The Hays Global Skills Index is an index scaled from 0 to 10 which estimates the national pressure in demand for skills.

This index also shows how labour markets have been affected by the crisis. Actually, by looking at a comprehensive set of macroeconomic and labour market indicators across 31 countries, the Hays Global Skills Index puts into context the dynamics of the global skilled labour market. 2015 was the fourth index publication which also enables national governments, researchers or academicians to estimate country performance compared to previous years.

The index is composed of seven main indicators equally weighted. Each of this indicator measures how much pressure specific factors are exerting on the local labour market. The higher the score, the more pressure the labour market is experiencing.

  • The fist indicator measures education flexibility, a more flexible education system will meet various labour market expectations and build a solid talent pipeline in today’s world.
  • The second indicator: labour market participation demonstrates that if a very small number of new workers is available to join the workforce, it is more difficult to increase the labour force in order to boost labour and economic performance.
  • The third indicator measures the labour market flexibility, a more flexible market will more easily align national policies and labour market dynamics.
  • The fourth indicator, talent mismatch measures the gap between the skills needed and the skills available. A smaller mismatch will help employers to find more quickly workers with the required skills and increase the overall labour force participation which will boost economic growth.
  • The fifth indicator, overall wage pressure shows that skills shortage becomes exacerbate when wages are growing faster than the overall cost of living.
  • The sixth indicator, wage pressure in high-skill industry demonstrates that wages in the high-skilled industry are rising faster than in low-skills industry compared to the past. This indicates the emergence of sector-specific shortages. Actually, the need in some industries of higher-skilled staff makes them more vulnerable as the number of qualified persons is lower.
  • The last indicator measures the pressure on the wage in high-skilled occupations. Rising wage for specific high-skilled occupations signals a shortage of employees with the necessary skills.

Among the European countries observed, Belgium and Italy are the countries that performed the best. Belgium is performing very well in talent mismatch meaning that the variety of skills available meets the diversity of skills required. This score might be linked to the internationality of Brussels with foreign skilled persons fulfilling potential shortages in Belgian skills. Moreover, neither Belgium neither Italy is affected by pressure from wages in the high-skilled industry.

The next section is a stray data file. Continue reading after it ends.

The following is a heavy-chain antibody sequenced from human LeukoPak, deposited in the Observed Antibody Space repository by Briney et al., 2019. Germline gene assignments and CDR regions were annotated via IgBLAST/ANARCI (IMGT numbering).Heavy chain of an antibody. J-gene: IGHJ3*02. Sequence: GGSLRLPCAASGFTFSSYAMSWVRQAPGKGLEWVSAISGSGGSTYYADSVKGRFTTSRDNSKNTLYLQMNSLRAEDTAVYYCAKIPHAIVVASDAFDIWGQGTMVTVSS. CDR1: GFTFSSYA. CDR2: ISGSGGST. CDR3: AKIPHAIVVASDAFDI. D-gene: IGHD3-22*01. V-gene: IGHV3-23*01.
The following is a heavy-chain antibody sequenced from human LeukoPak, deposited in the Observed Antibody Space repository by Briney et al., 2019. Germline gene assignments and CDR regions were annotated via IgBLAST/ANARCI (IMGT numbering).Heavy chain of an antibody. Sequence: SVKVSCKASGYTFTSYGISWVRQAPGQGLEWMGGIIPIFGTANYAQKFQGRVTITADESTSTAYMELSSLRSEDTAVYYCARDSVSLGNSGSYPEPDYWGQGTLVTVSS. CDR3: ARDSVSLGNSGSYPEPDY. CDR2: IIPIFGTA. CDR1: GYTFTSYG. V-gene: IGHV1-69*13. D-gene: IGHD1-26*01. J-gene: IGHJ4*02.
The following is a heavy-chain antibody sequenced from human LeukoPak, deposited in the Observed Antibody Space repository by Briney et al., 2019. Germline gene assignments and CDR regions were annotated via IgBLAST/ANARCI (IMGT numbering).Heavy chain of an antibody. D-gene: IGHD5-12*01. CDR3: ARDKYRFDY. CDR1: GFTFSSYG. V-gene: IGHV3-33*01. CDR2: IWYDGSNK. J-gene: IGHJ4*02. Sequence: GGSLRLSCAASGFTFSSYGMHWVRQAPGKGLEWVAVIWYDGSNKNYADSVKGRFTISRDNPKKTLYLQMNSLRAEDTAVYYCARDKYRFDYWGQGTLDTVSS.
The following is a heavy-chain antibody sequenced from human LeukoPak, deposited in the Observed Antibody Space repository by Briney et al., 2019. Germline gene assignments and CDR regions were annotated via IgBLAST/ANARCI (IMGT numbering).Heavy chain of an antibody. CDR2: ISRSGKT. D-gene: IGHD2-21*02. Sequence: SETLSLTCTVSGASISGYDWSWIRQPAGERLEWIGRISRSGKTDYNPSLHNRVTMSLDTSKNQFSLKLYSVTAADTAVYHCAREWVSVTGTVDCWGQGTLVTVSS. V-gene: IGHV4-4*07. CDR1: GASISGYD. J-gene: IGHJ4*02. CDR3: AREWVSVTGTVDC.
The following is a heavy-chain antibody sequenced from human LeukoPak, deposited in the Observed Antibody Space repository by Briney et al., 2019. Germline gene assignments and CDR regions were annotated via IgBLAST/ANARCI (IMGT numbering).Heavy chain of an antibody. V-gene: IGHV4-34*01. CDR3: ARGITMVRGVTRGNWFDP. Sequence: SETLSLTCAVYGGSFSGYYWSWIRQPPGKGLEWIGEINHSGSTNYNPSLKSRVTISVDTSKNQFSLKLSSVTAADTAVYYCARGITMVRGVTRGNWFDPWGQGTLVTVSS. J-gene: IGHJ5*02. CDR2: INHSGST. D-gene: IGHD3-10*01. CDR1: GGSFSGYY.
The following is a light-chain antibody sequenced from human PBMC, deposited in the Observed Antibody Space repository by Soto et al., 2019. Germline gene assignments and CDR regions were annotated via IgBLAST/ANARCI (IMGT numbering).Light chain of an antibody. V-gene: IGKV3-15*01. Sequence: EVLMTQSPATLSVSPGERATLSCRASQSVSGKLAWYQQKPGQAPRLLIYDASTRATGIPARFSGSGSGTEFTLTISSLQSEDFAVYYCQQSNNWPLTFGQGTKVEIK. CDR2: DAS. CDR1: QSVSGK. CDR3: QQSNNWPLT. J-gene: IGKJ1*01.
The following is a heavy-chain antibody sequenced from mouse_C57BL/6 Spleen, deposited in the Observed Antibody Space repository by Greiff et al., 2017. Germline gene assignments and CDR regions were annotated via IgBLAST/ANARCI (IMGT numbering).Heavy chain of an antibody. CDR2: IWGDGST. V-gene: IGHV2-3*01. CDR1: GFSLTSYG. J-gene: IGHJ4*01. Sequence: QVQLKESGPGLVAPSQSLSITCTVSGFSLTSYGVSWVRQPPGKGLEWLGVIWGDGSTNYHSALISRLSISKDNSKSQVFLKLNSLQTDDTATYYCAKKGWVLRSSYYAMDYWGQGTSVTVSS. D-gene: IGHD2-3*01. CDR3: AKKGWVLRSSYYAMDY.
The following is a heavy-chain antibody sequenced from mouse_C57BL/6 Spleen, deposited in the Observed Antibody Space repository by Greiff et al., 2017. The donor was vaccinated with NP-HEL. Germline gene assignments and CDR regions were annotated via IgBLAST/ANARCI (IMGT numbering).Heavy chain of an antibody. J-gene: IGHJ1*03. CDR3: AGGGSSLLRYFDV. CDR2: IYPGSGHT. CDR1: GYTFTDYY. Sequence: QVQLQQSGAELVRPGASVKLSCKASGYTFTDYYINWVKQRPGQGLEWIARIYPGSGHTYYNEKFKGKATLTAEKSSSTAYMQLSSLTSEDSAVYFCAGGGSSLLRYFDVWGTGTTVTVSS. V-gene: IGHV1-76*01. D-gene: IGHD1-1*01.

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On the other hand, the four countries in Europe with the biggest pressure on labour markets are Sweden, Germany, Spain and Hungary. Sweden and Hungary are performing really bad on education flexibility while Spain, Hungary and The UK have big issues regarding talent mismatch. All of them are also facing big burdens on wages in high-skilled industries.

General conclusions of the 2015 index: The index reveals that it is getting harder for businesses to find the talent they need. In some regions of the world such as the United States and the United Kingdom, there are increasing signs of skills shortage. Skills mismatch is also a growing concern for the global economy. It harms both firms’ competitiveness and country overall productivity. A potential solution to these two problems is an increase in labour mobility. Labour mobility is essential and diversifies the labour force with various profiles that do not exist in a specific country.

More specifically in Europe, the high rate of unemployment is a major problem especially for young. There is also a clear evidence of a mismatch between the skills that jobs seekers possess and the needs of employers. This is demonstrated by the high rate of unemployment alongside with a high rate of unfilled job vacancies.

Based on the new index, 3 main recommendations were developed to address the global skills deficit for the year 2016:

  1. Make skilled migration easier in order to decrease the mismatch and allow business accessing to workers they need. In a more global world, every country has to look beyond borders. Skilled migration is a vital long-term solution and it is wrong to restrict access to external talents. This has already been understood by countries that created specific visa to attract high-skilled migrants.
  2. Have a long-term vision with targeted training for employees and stronger bridges between schools, universities and the labour market to deliver the right skills pipeline for the future. Raising the standard of education implies huge economic gains and training might upskill employees which will boost local productivity.
  3. Encourage employers to embrace technology and maximise the use of skills at their disposal. Investing in new and advanced technology will help employees to work more efficiently.

Making these three points priorities will dramatically decrease the skills shortage, boost the competitiveness of firms and secure a sustainable growth for 2016 and the future.



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